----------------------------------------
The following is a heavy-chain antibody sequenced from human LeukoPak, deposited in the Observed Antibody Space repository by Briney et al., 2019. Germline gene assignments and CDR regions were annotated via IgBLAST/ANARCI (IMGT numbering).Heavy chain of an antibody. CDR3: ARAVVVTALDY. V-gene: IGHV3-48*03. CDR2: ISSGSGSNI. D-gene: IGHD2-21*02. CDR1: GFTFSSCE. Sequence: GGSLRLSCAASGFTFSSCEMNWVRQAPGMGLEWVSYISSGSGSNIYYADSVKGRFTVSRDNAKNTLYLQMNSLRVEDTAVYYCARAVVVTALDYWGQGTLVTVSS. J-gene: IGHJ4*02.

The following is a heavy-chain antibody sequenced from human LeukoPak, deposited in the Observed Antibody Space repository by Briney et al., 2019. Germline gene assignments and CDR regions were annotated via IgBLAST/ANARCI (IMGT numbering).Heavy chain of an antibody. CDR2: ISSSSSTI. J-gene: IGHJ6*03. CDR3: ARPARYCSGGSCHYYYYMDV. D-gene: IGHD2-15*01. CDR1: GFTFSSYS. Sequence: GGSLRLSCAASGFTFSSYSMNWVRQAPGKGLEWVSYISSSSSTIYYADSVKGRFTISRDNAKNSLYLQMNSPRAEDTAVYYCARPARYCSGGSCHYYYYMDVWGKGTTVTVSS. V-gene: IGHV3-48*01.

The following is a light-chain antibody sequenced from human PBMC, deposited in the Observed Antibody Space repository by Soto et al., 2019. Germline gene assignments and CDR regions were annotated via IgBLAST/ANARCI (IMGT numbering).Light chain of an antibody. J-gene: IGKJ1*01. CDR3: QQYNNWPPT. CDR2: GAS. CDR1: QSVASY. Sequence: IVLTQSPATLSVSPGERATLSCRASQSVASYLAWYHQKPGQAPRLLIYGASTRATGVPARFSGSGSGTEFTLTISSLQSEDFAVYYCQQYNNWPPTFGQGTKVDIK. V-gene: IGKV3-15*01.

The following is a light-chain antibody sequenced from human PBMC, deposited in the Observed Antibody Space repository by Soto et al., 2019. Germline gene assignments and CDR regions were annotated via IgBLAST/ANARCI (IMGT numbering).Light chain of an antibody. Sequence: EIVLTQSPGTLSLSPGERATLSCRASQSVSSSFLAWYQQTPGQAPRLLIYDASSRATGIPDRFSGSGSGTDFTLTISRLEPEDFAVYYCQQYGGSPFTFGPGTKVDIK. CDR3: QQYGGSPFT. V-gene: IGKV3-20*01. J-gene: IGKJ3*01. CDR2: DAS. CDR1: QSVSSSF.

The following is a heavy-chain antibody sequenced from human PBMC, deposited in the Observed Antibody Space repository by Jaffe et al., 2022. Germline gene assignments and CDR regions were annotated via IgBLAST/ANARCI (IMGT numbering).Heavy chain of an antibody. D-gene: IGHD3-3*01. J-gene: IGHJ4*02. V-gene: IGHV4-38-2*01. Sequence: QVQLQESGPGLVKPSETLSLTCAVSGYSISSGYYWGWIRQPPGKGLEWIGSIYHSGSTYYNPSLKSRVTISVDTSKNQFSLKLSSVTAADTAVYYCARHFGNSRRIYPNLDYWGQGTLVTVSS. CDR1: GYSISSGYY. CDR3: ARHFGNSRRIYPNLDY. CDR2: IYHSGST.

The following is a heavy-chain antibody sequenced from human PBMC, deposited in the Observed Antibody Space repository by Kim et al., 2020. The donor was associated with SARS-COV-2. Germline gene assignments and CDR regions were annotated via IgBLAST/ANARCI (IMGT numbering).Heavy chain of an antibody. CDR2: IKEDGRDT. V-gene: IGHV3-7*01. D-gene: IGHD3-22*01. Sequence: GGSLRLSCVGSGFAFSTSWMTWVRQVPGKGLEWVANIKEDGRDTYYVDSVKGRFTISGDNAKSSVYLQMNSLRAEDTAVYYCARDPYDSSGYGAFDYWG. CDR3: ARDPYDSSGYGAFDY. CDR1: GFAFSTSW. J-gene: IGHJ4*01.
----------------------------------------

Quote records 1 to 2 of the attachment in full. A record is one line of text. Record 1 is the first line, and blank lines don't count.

The following is a heavy-chain antibody sequenced from human LeukoPak, deposited in the Observed Antibody Space repository by Briney et al., 2019. Germline gene assignments and CDR regions were annotated via IgBLAST/ANARCI (IMGT numbering).Heavy chain of an antibody. CDR3: ARAVVVTALDY. V-gene: IGHV3-48*03. CDR2: ISSGSGSNI. D-gene: IGHD2-21*02. CDR1: GFTFSSCE. Sequence: GGSLRLSCAASGFTFSSCEMNWVRQAPGMGLEWVSYISSGSGSNIYYADSVKGRFTVSRDNAKNTLYLQMNSLRVEDTAVYYCARAVVVTALDYWGQGTLVTVSS. J-gene: IGHJ4*02.

The following is a heavy-chain antibody sequenced from human LeukoPak, deposited in the Observed Antibody Space repository by Briney et al., 2019. Germline gene assignments and CDR regions were annotated via IgBLAST/ANARCI (IMGT numbering).Heavy chain of an antibody. CDR2: ISSSSSTI. J-gene: IGHJ6*03. CDR3: ARPARYCSGGSCHYYYYMDV. D-gene: IGHD2-15*01. CDR1: GFTFSSYS. Sequence: GGSLRLSCAASGFTFSSYSMNWVRQAPGKGLEWVSYISSSSSTIYYADSVKGRFTISRDNAKNSLYLQMNSPRAEDTAVYYCARPARYCSGGSCHYYYYMDVWGKGTTVTVSS. V-gene: IGHV3-48*01.